The effective treatment of diseases of the nail remains an important unmet medical need, primarily because of poor drug delivery. To address this challenge, the diffusion, in real time, of topically applied chemicals into the human nail has been visualized and characterized using stimulated Raman scattering (SRS) microscopy. Deuterated water (D2O), propylene glycol (PG-d8), and dimethyl sulphoxide (DMSO-d6) were separately applied to the dorsal surface of human nail samples. SRS microscopy was used to image D2O, PG-d8/DMSO-d6, and the nail through the O-D, -CD2, and -CH2 bond stretching Raman signals, respectively. Signal intensities obtained were measured as functions of time and of depth into the nail. It was observed that the diffusion of D2O was more than an order of magnitude faster than that of PG-d8 and DMSO-d6. Normalization of the Raman signals, to correct in part for scattering and absorption, permitted semiquantitative analysis of the permeation profiles and strongly suggested that solvent diffusion diverged from classical behavior and that derived diffusivities may be concentration dependent. It appeared that the uptake of solvent progressively undermined the integrity of the nail. This previously unreported application of SRS has permitted, therefore, direct visualization and semiquantitation of solvent penetration into the human nail. The kinetics of uptake of the three chemicals studied demonstrated that each altered its own diffusion in the nail in an apparently concentration-dependent fashion. The scale of the unexpected behavior observed may prove beneficial in the design and optimization of drug formulations to treat recalcitrant nail disease.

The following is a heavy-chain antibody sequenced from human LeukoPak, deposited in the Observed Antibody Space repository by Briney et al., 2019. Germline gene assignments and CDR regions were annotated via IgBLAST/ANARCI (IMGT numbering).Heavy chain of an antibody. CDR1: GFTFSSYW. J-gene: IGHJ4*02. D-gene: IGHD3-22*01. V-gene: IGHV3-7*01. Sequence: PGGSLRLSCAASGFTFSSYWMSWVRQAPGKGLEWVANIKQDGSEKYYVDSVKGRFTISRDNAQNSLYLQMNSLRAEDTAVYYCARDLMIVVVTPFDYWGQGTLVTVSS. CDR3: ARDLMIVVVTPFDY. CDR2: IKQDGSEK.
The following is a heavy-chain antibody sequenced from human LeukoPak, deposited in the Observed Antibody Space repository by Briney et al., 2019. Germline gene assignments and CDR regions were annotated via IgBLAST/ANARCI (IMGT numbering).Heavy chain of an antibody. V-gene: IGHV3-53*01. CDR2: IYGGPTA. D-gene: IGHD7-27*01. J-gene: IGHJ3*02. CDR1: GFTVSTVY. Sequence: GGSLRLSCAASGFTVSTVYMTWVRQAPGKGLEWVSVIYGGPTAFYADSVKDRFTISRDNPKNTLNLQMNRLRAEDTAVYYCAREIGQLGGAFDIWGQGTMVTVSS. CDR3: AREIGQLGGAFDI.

|Number of pages||6|
|Journal||Proceedings of the National Academy of Sciences of the United States of America|
|Early online date||8 Jun 2015|
|Publication status||Published - 23 Jun 2015|
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- Department of Life Sciences - Professor
- Centre for Sustainable and Circular Technologies (CSCT)
- Centre for Nanoscience and Nanotechnology
- Centre for Biosensors, Bioelectronics and Biodevices (C3Bio)
- Centre for Therapeutic Innovation
- Centre for Mathematical Biology
Person: Research & Teaching